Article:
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ASIAN Geographic

ASIAN Geographic 6/2017

ASIAN Geographic is the bi-monthly magazine that scours the region to bring readers the most compelling stories and images from the world's largest and most diverse continent. Readers enjoy a unique melting pot of breathtaking photography and in-depth features covering culture, nature, sustainability issues and exploration into the history of this diverse region. A regular 'Exploration' segment follows brave field editors as they travel deep into Asia's unexplored regions to take readers on a journey.

Country:
Singapore
Language:
English
Publisher:
Asian Geographic Magazines Pte Ltd
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8 Issues

In this issue

2 min.
editor’s note

F estivals can be deeply spiritual and ritualistic, or merely frivolous and fanciful. They range from rambunctious to riotous to reflective. They can also be romantic, nostalgic – even melancholy. Some ancient practices appear archaic and macabrely out of place in contemporary contexts; several are hard to stomach. Some are in danger of dying out completely, whereas others have metamorphosed, taking on modern influences and idiosyncrasies. Asia’s festivals can really be summed up in one word: diverse. From east to west, the region boasts a smorgasbord of the weird, the wonderful, and the downright bizarre. But whatever their flavour, festivals offer a fantastic means of immersing oneself in a foreign community’s culture. In keeping with Passport’s mission to equip the modern traveller with a comprehensive guide to Asia, we’ve covered as…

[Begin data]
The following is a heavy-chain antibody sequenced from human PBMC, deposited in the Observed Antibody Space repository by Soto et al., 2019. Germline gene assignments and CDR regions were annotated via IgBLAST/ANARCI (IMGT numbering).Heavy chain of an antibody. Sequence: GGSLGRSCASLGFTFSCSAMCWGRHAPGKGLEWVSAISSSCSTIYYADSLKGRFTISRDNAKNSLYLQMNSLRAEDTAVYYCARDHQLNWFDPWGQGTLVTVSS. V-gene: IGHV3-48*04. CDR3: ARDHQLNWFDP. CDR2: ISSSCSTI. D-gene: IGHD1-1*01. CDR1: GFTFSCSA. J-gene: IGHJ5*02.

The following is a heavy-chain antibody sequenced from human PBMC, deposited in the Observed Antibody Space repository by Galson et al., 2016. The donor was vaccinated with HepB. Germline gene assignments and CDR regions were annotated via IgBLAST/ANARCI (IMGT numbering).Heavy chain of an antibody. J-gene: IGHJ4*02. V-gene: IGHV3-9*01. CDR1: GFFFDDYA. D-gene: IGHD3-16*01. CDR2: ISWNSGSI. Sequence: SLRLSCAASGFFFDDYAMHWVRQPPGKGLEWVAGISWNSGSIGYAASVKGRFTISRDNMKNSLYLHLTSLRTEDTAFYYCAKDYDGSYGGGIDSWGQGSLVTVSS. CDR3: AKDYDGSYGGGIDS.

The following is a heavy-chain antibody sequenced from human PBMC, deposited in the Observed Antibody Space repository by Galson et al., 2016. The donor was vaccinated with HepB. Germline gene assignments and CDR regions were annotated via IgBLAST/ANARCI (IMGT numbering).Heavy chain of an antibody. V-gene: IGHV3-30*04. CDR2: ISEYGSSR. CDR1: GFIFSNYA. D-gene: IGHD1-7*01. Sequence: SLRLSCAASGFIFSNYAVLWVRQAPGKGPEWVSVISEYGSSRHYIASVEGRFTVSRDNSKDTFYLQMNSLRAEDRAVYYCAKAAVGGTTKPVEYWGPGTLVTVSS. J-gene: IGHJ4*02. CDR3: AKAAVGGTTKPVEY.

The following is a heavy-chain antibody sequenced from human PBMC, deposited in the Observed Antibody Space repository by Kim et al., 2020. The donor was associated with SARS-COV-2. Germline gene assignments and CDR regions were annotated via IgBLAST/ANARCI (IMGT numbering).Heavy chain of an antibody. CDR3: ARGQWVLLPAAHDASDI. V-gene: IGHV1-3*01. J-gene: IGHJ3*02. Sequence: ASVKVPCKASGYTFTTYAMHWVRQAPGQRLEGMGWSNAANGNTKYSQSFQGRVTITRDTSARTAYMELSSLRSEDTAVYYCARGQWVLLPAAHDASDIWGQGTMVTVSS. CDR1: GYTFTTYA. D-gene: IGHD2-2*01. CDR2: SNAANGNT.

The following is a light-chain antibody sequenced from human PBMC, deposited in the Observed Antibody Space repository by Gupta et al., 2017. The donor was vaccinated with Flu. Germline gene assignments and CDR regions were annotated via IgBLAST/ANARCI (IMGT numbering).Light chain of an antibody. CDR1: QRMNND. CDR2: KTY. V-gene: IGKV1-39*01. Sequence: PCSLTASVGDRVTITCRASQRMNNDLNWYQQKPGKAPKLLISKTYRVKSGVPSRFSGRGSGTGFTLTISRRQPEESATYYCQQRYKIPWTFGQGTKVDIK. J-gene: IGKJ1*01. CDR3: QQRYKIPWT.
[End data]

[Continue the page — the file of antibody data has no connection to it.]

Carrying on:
3 min.
discover bhutan

DAY 1 (ARRIVAL) FEBRUARY 15 Paro to Thimphu At 2,235 metres above sea level, you will immediately feel the effects of the high altitude upon arrival in Paro, which is home to many old monasteries and temples. We visit Kyichu Lhakhang, the oldest temple in Bhutan, and the Iron Bridge of Dumtse Lhakhang, built by a monk in 1433. We transfer to Thimphu, visit the farmer’s market and Tashichho Dzong, which houses the throne of the king, followed by the Kuenselphodrang Nature Park. We overnight at Thimphu. DAY 2 FEBRUARY 16 Thimphu: The capital city We embark on a tour of Thimphu, beginning at the Motithang Takin Preserve, a former zoo that is home to the takin, or gnu goat. The king decreed that cooping up animals went against Buddhist beliefs, so they were released. The takin…

4 min.
the heart of vastness

MANNY LIBRODO SHARES HIS IMPRESSIONS OF SONY’S б9 CAMERA WHILE PHOTOGRAPHING THE EAGLE FESTIVAL IN MONGOLIA Photographing the eagle festival in Mongolia is a photographer’s dream: It’s a riot of action and colour, with participants dressed in their best hunting attire. But it is also a challenging place to work, so it’s best to keep things simple. I only packed one camera, Sony’s б9, which is relatively small and light compared to other full-frame DSLR cameras. I also tried to shoot with one choice of lens per day so that I didn’t risk exposing my other lenses to dust. Shooting with one lens really tests your creativity, and makes you more selective of your shots. One of the fantastic features of Sony’s б9 is that it allows you to capture action in…